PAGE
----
A rolled-up, nine-metre-long anaconda skin that an Ontario driller found on the Orinoco Delta in Venezuela figures in the Oil Museum of Canada. Relics of globetrotting black gold hunts stud the historic site where an 1858 well 300 kilometres southwest of Toronto started the North American petroleum industry.
Keepsakes in the bygone Oil Springs, Ont., boomtown site include a Dyak sword from Borneo, a Sumatran dagger, Japanese sandals, canes from India, Egyptian finger bowls, Persian hookahs, Zulu spears, an Amazon blowgun and poison darts, pinned specimens of tropical insects built on the scale of birds and rodents, and an embalmed tarantula with a 30-centimetre leg span.
The trophies put international merit into an application to Parks Canada. The shrine to industry seeks a prized and contested honour: nomination for a World Heritage Site designation by the United Nations Educational, Scientific and Cultural Organization (UNESCO).
The application tests official willingness to promote realism about Canada’s evolution. Guardians of national culture in Ottawa face a question raised by the wave of erasing iconic names from buildings and bridges. Have totalitarian state nightmares that George Orwell called memory holes and Newspeak in his novel 1984 scored a comeback?
Applications for Canadian nominations for UNESCO status come up for review this fall. Verdicts follow in December. The jury, an expert panel selected by the federal parks and environment ministers, has a Quebec option that fits like a glove around fashionable disdain for fossil fuels and visions of energy decarbonization, transition and electrification.
The political premium placed on the UN honour is highlighted by moves to make Anticosti Island, Que., an environmental sanctuary of global significance in the Gulf of Saint Lawrence.
The Quebec action started as local opposition to planned oil and gas drilling. The protest grew into a petition for World Heritage Site status from about 200 residents in the sole Anticosti town of Port-Menier, who call their island the Galapagos of the North.
The community is outnumbered by 200,000 Virginia white-tailed deer that a French chocolate baron, Henri Menier, introduced for hunting while owner of Anticosti as a private hunting park. The island has also been nicknamed Graveyard of the Gulf: 400 ships have struck nearby reefs.
The petition caught the ears of avowedly environmentalist provincial officials, who were embarrassed by questions raised about the Anticosti oil hunt at climate change conferences deploring fossil fuels. A consortium that included a provincial economic development agency, Ressources Québec, was poised to drill this summer.
The Quebec government swung support over to the Anticosti quest for UNESCO stature and banned the industry in April. By mid-summer the province agreed to pay $61 million in compensation for evicting four companies from drilling leases on the 7,923-square-kilometre island. Negotiations continued with a fifth firm.
The Quebec City oil venture that led the Anticosti group as drilling operator, Pétrolia, accepted its $20.5 million as a case of having no alternative—but refused to fold.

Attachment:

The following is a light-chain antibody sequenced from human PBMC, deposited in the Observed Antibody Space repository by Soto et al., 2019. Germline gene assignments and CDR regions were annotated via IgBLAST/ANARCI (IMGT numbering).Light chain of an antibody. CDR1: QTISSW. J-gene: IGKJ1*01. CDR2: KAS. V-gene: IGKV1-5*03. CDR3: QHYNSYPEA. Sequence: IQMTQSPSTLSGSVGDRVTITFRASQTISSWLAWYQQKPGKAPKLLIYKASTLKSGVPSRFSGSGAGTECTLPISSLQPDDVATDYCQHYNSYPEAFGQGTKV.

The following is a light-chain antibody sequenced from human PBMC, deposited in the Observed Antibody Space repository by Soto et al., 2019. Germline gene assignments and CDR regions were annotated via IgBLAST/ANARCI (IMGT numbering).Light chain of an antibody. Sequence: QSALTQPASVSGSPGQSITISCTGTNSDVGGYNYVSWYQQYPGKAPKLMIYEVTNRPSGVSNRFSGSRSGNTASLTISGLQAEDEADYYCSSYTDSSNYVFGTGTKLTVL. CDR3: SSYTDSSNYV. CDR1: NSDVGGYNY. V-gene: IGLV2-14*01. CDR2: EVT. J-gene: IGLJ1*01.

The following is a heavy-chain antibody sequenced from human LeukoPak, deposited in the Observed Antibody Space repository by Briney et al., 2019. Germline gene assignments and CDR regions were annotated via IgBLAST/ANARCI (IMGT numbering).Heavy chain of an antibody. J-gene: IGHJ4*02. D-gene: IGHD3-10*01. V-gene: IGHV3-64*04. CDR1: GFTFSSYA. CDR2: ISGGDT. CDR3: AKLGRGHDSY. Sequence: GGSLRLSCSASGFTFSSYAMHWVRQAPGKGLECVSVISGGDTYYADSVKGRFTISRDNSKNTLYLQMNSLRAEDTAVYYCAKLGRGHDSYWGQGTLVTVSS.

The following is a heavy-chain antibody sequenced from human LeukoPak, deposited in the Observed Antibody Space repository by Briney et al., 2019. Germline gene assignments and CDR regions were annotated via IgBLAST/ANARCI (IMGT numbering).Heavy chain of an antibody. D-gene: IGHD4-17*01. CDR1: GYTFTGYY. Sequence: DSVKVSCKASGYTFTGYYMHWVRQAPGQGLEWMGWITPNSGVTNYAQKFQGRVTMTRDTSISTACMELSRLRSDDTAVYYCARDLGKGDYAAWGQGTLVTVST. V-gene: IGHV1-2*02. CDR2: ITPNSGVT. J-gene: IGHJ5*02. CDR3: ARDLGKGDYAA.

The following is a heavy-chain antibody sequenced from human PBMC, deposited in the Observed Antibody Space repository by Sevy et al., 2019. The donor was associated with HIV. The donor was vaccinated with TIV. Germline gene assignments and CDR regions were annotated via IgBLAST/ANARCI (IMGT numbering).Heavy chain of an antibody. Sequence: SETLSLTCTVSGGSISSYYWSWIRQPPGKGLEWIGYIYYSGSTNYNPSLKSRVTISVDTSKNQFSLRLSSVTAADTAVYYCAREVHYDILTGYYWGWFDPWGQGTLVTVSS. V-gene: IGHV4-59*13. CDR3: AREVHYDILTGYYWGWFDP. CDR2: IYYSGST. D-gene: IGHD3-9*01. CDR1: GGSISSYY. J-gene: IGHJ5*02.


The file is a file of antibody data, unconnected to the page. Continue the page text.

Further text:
A Pétrolia statement says, “Although we are deeply disappointed with this turn of events, as we are still convinced of the potential of the Anticosti, it’s now the time to turn the page.” The firm switched to projects in Nova Scotia and the eastern Gaspé Peninsula.
The Quebec firm’s zest echoed its Ontario forerunners. The proposed UNESCO Oil Springs Industrial Landscape preserves the ancestral drillers’ legacy of endurance with indoor exhibits and a working outdoor display of 19th-century hardware.
The spirit of the petroleum dawn age is also documented in a book that for its title borrows a nickname earned by the first clan of Canadian fossil fuel hunters: Hard Oiler! by Gary May.
The first commercial oil production relied on muscle using primitive tools. The wells were in a swamp region infested with insects. Workers jumped on springboard-like contraptions that drove down bits fastened on poles. The output was dragged out of the woods through ankle- to knee-deep mud.
Canada’s petroleum industry had an international flavour from birth. Discoverer Charles Nelson Tripp and prototype business baron James Miller Williams were Americans transplanted from New York and New Jersey.
From the pioneer generation of Ontario oilfield hands, British finance recruited Duncan McNaughton and John Buchanan to command the rig crew that drilled the founding Persian wells of the Middle East industry in present-day Iraq and Iran.
The early Canadian oil peerage, set apart by an informal uniform of white muslin tropical suits worn between rig shifts, figured prominently on drilling fronts from Egypt to Venezuela, Mexico, Borneo, Myanmar (Burma) and Sumatra.
The Ontario pioneers included a counterpart to the founder of American Big Oil, John D. Rockefeller. Shopkeeper’s son William Henry McGarvey won renown as the Petroleum King of Austria for an asset network in Galicia and Eastern Europe. A daughter married into European aristocracy before the First World War destroyed family wealth that straddled the battlefields.
In the Oil Springs era, Ontario was a hotbed of frontier freedom-seeking and ambition.
The question awaiting an answer in Ottawa is whether Canada’s formative impulses still deserve recognition, regardless of current standings in fashionable opinion.